The events on the Underground over the weekend have raised a simple question in the minds of the two million people who travel on it every day: Is the system safe?
The answer is still ‘Yes’, because the Tube has had a remarkable safety record during its 140 year history and the basic safety mechanisms, many of them introduced after the 1987 King’s Cross disaster, are still in place.
But it is perfectly understandable if people feel that it is not as safe as it used to be or ought to be. To have two derailments of passenger trains within 48 hours on the Tube network is unprecedented. Such derailments are incredibly rare – in the past three years there have been just six – and both incidents could have had much more serious consequences. Moreover, they come soon after the Chancery Lane accident which resulted in an unprecedented lengthy closure of a major Tube line.
Understandably, the finger is being pointed at the Public Private Partnership imposed by the government on a reluctant London Mayor when the system was handed over to him in July. Under the PPP, the maintenance of the track and trains was handed over to private companies, while the day to day operations remained with London Underground, now run by the Mayor through Transport for London. One private company, Tube Lines, a consortium of Amey, Bechtel and Jarvis is in charge of both the Piccadilly and Northern lines on which the recent derailments occurred.
Separating the running of the trains from the maintenance infrastructure is inherently a daft arrangement. The Tube, like all railways, is an integrated system which works best under a unified management all pulling together, rather than having to run the system through a system of adversarial contracts which no one is able to understand. That flaw in the PPP was pointed out by many railway experts during the lengthy controversy over the scheme, but the government ignored them and pressed ahead regardless. Now ministers have egg on their face.
There is the added concern that the now infamous engineering company Jarvis is again involved in incidents concerning track maintenance. Jarvis is either a very unlucky company or a very bad one. It seems that whenever incidents involving track maintenance arise in the news, Jarvis is responsible. First there was the Potter’s Bar crash in which seven people died. While the precise cause remains a mystery, the Health & Safety Executive was highly critical of the maintenance regime on the points whose failure caused the accident. Then there was the derailment at King’s Cross last month which was the result of a breakdown in communication between Jarvis and the Network Rail signaller; and a similar incident near Rotherham last year, which caused a freight train to be derailed.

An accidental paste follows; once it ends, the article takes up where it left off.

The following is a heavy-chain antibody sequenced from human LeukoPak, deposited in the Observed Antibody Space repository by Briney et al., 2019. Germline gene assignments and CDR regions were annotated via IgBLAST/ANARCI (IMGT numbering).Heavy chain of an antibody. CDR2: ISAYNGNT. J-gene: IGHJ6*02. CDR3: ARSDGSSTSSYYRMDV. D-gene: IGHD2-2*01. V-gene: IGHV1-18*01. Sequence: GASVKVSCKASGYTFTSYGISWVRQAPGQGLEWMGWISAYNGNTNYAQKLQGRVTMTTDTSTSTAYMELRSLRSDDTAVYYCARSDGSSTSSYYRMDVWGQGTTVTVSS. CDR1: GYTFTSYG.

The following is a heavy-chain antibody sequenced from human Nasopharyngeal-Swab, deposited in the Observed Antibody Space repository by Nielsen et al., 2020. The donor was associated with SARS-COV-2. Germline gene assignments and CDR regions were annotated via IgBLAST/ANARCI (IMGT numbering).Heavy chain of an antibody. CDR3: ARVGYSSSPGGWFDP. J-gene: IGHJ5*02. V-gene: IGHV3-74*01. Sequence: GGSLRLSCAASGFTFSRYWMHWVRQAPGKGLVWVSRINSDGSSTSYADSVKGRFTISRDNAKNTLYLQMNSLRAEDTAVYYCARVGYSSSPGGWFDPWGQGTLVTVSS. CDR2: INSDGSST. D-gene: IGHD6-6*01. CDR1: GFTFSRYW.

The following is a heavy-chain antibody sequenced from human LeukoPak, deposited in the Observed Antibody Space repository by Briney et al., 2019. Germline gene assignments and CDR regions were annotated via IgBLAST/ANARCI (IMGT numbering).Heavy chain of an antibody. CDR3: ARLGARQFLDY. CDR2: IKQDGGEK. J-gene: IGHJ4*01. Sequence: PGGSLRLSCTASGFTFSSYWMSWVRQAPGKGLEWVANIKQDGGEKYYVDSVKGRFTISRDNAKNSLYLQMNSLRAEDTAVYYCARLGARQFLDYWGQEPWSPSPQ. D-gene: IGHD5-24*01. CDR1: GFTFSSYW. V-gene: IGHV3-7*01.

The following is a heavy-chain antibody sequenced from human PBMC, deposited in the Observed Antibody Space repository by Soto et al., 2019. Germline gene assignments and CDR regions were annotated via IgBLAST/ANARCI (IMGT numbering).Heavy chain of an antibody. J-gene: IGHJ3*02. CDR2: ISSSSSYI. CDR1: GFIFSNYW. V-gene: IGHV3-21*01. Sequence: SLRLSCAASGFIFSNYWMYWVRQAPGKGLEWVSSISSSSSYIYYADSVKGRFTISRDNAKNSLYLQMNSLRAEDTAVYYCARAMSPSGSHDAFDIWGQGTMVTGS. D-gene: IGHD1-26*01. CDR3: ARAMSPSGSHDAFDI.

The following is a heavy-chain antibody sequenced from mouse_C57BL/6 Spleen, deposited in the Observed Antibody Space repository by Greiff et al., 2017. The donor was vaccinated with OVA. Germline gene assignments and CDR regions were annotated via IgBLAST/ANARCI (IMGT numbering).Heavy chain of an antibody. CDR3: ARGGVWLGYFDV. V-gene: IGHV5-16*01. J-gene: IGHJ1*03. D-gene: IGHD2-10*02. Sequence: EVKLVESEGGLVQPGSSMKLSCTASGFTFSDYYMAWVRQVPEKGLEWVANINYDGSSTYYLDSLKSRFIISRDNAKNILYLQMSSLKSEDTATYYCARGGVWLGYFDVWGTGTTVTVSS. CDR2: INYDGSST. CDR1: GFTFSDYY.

The hapless firm recently announced it was pulling out of its maintenance contracts on the national rail network because of the bad publicity resulting from a series of mishaps on lines for which it was responsible. But the 30 year PPP contracts are far too profitable for Jarvis to consider throwing in the towel and while Ken Livingstone might wish to pull the plug, it would be far too expensive to do so given the potential compensation and legal costs. It will take more than a couple of derailments to end the PPP but the events over the weekend suggest that the scheme is more vulnerable than previously thought.
While the unions have their own agenda and are too hasty in trying to gen up support for a strike, which will help no one, they are right in highlighting possible deficiencies in the maintenance arrangements under the PPP.
Above all, this is an issue of public confidence. If Londoners begin to believe that the Underground, is not safe, then the capital faces gridlock and chaos as people turn to the roads. To restore that confidence, Livingstone and his management team need to ensure that the investigation into these incidents is carried out swiftly so that any possible flaws in the way that the PPP contracts operate can be exposed and remedied.